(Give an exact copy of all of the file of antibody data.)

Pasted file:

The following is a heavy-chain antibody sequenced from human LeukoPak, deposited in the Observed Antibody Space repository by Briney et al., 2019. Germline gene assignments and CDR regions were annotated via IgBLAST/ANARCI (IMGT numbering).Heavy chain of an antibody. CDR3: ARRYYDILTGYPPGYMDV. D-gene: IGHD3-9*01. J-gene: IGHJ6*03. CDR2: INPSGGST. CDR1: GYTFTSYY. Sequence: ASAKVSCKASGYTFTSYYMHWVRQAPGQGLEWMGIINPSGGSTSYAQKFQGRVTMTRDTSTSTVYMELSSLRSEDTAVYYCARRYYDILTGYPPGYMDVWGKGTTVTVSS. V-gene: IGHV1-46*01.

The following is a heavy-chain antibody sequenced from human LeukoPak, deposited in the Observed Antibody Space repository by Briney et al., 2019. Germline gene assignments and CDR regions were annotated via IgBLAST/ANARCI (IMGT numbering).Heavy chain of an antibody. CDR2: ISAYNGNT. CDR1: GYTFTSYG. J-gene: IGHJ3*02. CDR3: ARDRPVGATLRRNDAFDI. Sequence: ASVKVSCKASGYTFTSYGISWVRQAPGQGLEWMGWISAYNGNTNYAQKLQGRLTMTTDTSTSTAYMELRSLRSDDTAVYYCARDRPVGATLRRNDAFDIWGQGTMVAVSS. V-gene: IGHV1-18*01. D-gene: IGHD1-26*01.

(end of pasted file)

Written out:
The following is a heavy-chain antibody sequenced from human LeukoPak, deposited in the Observed Antibody Space repository by Briney et al., 2019. Germline gene assignments and CDR regions were annotated via IgBLAST/ANARCI (IMGT numbering).Heavy chain of an antibody. CDR3: ARRYYDILTGYPPGYMDV. D-gene: IGHD3-9*01. J-gene: IGHJ6*03. CDR2: INPSGGST. CDR1: GYTFTSYY. Sequence: ASAKVSCKASGYTFTSYYMHWVRQAPGQGLEWMGIINPSGGSTSYAQKFQGRVTMTRDTSTSTVYMELSSLRSEDTAVYYCARRYYDILTGYPPGYMDVWGKGTTVTVSS. V-gene: IGHV1-46*01.

The following is a heavy-chain antibody sequenced from human LeukoPak, deposited in the Observed Antibody Space repository by Briney et al., 2019. Germline gene assignments and CDR regions were annotated via IgBLAST/ANARCI (IMGT numbering).Heavy chain of an antibody. CDR2: ISAYNGNT. CDR1: GYTFTSYG. J-gene: IGHJ3*02. CDR3: ARDRPVGATLRRNDAFDI. Sequence: ASVKVSCKASGYTFTSYGISWVRQAPGQGLEWMGWISAYNGNTNYAQKLQGRLTMTTDTSTSTAYMELRSLRSDDTAVYYCARDRPVGATLRRNDAFDIWGQGTMVAVSS. V-gene: IGHV1-18*01. D-gene: IGHD1-26*01.